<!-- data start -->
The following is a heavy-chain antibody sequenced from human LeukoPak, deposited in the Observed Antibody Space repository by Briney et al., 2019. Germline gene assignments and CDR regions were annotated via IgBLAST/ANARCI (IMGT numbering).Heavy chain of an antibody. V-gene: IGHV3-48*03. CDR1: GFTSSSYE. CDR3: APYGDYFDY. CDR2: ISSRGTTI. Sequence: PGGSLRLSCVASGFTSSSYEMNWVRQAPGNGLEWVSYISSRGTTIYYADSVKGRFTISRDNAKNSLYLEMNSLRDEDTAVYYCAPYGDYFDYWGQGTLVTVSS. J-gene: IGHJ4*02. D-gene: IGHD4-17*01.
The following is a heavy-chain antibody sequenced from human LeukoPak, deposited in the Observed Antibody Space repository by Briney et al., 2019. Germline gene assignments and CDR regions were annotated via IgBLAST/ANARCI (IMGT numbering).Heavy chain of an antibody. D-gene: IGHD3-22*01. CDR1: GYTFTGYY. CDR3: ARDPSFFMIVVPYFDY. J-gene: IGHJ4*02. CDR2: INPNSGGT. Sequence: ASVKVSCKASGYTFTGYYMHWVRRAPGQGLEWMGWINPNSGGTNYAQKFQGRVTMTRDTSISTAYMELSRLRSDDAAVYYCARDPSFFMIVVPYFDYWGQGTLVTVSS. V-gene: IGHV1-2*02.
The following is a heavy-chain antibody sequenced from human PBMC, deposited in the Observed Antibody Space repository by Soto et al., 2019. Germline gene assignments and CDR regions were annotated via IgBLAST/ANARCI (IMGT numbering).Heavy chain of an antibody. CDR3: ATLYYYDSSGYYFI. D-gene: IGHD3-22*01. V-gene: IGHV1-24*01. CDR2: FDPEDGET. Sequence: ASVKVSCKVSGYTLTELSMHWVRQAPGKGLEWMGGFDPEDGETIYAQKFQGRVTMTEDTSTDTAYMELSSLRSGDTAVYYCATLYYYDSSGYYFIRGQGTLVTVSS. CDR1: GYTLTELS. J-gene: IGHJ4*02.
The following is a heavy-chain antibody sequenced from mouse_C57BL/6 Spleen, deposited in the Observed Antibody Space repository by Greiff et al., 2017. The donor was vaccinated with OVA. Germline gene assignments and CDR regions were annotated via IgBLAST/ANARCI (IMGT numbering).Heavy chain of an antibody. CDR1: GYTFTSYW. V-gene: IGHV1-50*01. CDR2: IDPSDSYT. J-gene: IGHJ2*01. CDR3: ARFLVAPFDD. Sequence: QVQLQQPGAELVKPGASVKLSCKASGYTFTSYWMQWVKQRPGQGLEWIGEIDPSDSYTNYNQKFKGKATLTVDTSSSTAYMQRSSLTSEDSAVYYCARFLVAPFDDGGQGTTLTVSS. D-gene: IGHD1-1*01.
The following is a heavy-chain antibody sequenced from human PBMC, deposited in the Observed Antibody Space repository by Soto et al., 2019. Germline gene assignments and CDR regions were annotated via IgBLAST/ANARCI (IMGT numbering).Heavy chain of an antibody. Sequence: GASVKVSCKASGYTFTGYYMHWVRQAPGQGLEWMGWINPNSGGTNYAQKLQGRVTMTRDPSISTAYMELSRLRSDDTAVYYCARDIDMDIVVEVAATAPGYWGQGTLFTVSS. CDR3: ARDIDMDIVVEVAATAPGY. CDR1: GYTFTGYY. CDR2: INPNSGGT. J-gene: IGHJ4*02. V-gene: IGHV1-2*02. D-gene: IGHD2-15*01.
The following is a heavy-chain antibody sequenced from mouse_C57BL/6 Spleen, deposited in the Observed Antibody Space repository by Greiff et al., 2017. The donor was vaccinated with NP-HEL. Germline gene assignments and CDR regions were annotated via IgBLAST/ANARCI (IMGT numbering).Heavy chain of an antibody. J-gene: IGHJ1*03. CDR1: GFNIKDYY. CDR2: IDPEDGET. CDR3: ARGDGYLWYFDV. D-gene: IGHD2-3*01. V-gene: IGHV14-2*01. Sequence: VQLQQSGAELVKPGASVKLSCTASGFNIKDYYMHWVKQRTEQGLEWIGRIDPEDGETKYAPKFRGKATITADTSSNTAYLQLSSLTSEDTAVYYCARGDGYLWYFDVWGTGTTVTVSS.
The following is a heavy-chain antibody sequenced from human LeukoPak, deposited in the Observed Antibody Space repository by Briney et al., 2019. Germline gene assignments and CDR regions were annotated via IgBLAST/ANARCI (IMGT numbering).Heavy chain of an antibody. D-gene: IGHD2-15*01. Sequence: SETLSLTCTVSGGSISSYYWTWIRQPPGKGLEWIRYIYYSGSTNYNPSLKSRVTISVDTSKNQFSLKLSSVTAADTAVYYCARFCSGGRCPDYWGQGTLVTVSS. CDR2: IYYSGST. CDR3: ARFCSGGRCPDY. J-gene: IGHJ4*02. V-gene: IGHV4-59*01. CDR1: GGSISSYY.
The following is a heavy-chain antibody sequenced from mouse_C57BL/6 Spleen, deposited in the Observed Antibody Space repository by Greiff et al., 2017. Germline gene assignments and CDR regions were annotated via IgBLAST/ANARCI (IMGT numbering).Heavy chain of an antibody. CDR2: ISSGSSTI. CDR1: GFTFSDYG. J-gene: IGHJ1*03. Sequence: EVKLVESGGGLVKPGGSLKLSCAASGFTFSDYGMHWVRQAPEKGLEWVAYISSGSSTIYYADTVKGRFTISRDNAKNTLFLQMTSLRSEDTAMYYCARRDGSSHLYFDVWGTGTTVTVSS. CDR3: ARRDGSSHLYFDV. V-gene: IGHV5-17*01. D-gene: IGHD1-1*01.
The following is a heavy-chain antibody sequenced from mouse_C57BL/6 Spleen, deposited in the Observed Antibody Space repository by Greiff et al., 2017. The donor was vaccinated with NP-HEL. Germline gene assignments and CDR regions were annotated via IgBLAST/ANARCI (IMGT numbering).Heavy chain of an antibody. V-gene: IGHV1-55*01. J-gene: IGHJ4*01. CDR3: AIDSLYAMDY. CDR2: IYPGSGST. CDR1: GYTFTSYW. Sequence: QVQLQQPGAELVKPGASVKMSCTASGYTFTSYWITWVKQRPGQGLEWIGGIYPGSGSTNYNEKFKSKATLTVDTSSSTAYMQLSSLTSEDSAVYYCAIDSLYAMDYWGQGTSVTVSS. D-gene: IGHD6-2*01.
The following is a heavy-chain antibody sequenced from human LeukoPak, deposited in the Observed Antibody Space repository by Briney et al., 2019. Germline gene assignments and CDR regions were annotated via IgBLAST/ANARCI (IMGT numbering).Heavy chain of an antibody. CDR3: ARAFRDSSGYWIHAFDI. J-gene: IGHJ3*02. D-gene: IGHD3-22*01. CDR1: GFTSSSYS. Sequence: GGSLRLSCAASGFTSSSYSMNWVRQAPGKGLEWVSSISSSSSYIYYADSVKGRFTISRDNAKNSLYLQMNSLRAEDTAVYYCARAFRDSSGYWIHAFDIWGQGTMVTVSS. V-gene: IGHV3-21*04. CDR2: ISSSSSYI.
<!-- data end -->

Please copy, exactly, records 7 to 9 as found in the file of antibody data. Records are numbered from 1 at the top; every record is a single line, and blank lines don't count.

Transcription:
The following is a heavy-chain antibody sequenced from human LeukoPak, deposited in the Observed Antibody Space repository by Briney et al., 2019. Germline gene assignments and CDR regions were annotated via IgBLAST/ANARCI (IMGT numbering).Heavy chain of an antibody. D-gene: IGHD2-15*01. Sequence: SETLSLTCTVSGGSISSYYWTWIRQPPGKGLEWIRYIYYSGSTNYNPSLKSRVTISVDTSKNQFSLKLSSVTAADTAVYYCARFCSGGRCPDYWGQGTLVTVSS. CDR2: IYYSGST. CDR3: ARFCSGGRCPDY. J-gene: IGHJ4*02. V-gene: IGHV4-59*01. CDR1: GGSISSYY.
The following is a heavy-chain antibody sequenced from mouse_C57BL/6 Spleen, deposited in the Observed Antibody Space repository by Greiff et al., 2017. Germline gene assignments and CDR regions were annotated via IgBLAST/ANARCI (IMGT numbering).Heavy chain of an antibody. CDR2: ISSGSSTI. CDR1: GFTFSDYG. J-gene: IGHJ1*03. Sequence: EVKLVESGGGLVKPGGSLKLSCAASGFTFSDYGMHWVRQAPEKGLEWVAYISSGSSTIYYADTVKGRFTISRDNAKNTLFLQMTSLRSEDTAMYYCARRDGSSHLYFDVWGTGTTVTVSS. CDR3: ARRDGSSHLYFDV. V-gene: IGHV5-17*01. D-gene: IGHD1-1*01.
The following is a heavy-chain antibody sequenced from mouse_C57BL/6 Spleen, deposited in the Observed Antibody Space repository by Greiff et al., 2017. The donor was vaccinated with NP-HEL. Germline gene assignments and CDR regions were annotated via IgBLAST/ANARCI (IMGT numbering).Heavy chain of an antibody. V-gene: IGHV1-55*01. J-gene: IGHJ4*01. CDR3: AIDSLYAMDY. CDR2: IYPGSGST. CDR1: GYTFTSYW. Sequence: QVQLQQPGAELVKPGASVKMSCTASGYTFTSYWITWVKQRPGQGLEWIGGIYPGSGSTNYNEKFKSKATLTVDTSSSTAYMQLSSLTSEDSAVYYCAIDSLYAMDYWGQGTSVTVSS. D-gene: IGHD6-2*01.